We first refer to Brown v. Keill, 224 Kan. 195, 580 P.2d 867 (1978), for its review of basic rules of statutory construction and the determination of two important issues in the history of our comparative negligence statute. We there held that the act abolishes joint and several liability and that the individual liability for damages should be based on the proportionate fault of all parties to the occurence.

As pointed out in Brown, the Kansas comparative negligence act is a multipurpose act which goes far beyond a basic comparison of the contributing negligence of each of the parties to the cause of an accident or injury. The act comprehensively provides machinery for drawing all possible parties into a lawsuit to fully and finally litigate all issues and liability arising out of a single collision or occurrence, and apportion the amount of total damages among those parties against whom negligence is attributable in proportion to their degree of fault.

Looking to the historical background of the enactment, the circumstances attending its passage, and the purpose to be accomplished by the act, as is required when construing any legislative *238 act (Brown v. Keill, supra), we believe it was the intent of the legislature to fully and finally litigate all causes of action and claims for damage arising out of any act of negligence subject to K.S.A. 60-258a. The provision for determining the percentage of causal negligence against each person involved in a negligence action contemplates that the rights and liabilities of each person should be determined in one action. Because all issues of liability are determined in one action there can be no reasonable argument that the issues should be relitigated. Likewise, there is no reasonable argument for the proposition that a claim for damage arising out of one collision or occurrence should not be presented at the time negligence is originally determined. We believe this construction satisfies the rule that it is the duty of the courts to ascertain the intent of the legislature from the subject matter of the statute and, so far as practicable, reconcile various conflicting provisions of the act in order to make them consistent, harmonious, and sensible. (Jordan v. Doonan Truck & Equipment, Inc., 220 Kan. 431, 434, 552 P.2d 881 [1976].)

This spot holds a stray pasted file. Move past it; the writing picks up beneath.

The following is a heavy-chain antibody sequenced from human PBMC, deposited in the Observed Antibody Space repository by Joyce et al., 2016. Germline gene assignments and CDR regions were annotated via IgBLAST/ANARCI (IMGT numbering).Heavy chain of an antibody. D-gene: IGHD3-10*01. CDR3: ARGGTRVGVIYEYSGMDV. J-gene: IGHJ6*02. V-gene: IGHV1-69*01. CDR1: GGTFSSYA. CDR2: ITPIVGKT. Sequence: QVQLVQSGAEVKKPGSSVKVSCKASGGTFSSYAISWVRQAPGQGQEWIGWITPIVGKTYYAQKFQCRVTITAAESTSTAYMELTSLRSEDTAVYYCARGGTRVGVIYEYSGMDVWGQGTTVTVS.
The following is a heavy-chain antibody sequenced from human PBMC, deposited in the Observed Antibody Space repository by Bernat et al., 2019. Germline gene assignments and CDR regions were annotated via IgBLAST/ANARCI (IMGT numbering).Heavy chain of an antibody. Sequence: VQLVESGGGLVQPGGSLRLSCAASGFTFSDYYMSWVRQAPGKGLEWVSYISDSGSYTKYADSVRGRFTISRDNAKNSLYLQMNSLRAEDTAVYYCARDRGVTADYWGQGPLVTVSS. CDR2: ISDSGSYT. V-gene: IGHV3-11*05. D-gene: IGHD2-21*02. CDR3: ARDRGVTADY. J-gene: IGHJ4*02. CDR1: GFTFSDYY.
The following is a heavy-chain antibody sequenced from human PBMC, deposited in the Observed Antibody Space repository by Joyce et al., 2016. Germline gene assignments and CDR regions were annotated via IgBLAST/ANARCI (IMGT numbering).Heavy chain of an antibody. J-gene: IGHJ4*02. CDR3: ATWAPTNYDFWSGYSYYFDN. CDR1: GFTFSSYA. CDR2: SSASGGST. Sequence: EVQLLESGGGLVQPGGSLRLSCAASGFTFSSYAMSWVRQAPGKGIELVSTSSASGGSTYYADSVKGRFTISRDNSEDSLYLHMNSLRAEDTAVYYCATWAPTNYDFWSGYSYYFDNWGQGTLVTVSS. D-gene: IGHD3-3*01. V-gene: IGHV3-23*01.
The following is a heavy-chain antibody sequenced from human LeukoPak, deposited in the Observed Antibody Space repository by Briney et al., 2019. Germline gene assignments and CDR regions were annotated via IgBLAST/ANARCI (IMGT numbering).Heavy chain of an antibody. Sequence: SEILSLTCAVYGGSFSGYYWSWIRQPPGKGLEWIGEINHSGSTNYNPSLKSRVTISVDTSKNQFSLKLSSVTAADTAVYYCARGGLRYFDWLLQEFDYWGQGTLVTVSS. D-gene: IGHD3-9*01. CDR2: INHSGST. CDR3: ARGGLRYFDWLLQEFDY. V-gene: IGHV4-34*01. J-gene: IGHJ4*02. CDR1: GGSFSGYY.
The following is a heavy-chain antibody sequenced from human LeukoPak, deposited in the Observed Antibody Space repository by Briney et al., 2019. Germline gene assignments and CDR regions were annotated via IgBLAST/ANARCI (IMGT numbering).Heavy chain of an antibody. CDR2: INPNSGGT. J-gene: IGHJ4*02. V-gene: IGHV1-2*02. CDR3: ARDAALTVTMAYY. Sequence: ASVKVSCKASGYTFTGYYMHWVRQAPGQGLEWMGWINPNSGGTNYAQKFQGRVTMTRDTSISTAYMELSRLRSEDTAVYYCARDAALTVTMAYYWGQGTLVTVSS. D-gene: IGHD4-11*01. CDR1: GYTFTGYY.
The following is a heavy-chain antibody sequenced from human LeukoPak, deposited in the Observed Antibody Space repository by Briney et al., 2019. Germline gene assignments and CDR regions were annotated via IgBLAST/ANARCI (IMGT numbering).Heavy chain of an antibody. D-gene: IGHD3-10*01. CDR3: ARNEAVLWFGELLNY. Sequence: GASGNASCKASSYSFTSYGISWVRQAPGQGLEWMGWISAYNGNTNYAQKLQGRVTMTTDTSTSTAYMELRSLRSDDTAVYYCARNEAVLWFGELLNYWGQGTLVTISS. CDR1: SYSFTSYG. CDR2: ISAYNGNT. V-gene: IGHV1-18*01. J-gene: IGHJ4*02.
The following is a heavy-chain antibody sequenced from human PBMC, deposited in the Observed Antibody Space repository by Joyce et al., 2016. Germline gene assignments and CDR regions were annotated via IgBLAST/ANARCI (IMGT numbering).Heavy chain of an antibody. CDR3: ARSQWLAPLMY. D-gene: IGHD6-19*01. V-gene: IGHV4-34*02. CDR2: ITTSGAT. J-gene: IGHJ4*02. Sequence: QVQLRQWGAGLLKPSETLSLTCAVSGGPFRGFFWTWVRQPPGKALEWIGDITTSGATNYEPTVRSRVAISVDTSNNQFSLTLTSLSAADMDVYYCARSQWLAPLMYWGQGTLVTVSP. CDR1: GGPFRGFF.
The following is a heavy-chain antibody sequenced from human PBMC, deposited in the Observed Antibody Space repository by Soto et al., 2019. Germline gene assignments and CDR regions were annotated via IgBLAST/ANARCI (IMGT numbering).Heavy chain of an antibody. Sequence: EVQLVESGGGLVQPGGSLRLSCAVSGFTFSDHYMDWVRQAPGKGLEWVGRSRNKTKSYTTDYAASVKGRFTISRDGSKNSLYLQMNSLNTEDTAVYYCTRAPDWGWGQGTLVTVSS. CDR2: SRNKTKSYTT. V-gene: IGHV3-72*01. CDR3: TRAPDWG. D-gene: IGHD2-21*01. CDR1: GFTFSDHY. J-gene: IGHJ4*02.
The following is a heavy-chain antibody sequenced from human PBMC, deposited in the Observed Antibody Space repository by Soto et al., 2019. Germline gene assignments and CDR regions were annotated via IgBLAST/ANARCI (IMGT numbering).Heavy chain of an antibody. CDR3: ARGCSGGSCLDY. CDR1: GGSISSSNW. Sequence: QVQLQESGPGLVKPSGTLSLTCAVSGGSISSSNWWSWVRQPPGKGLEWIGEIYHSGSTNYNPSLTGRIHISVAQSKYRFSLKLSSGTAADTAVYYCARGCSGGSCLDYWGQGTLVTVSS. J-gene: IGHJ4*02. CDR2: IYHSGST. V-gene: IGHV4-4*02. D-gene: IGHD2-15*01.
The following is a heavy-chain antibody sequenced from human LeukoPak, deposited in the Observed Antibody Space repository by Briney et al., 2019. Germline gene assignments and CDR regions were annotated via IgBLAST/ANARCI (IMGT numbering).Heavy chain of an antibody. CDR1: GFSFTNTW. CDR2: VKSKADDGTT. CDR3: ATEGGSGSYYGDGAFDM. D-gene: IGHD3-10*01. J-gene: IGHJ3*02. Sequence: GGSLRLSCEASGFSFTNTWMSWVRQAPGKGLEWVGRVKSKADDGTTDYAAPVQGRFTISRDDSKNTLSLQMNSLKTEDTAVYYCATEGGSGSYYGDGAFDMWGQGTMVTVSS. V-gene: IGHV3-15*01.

We conclude that all persons who are named as parties and who are properly served with summonses are bound by the percentage determination of causal negligence. Because the statute contemplates that each party has a right to cross-claim against any or all other parties to a lawsuit, we hold that any party who fails to assert a claim against any other party in a comparative negligence action is forever barred. A corollary rule naturally follows that a person who has not been made a party to a comparative negligence case should not be bound by a judgment therein, even though his causal negligence may have been determined.

Applying the foregoing to the facts of this case, we find that Eurich was a named party served with a summons in the first case, and because he failed to make a claim against Alkire or plaintiff Faris, such claim is now barred.

The judgment is reversed.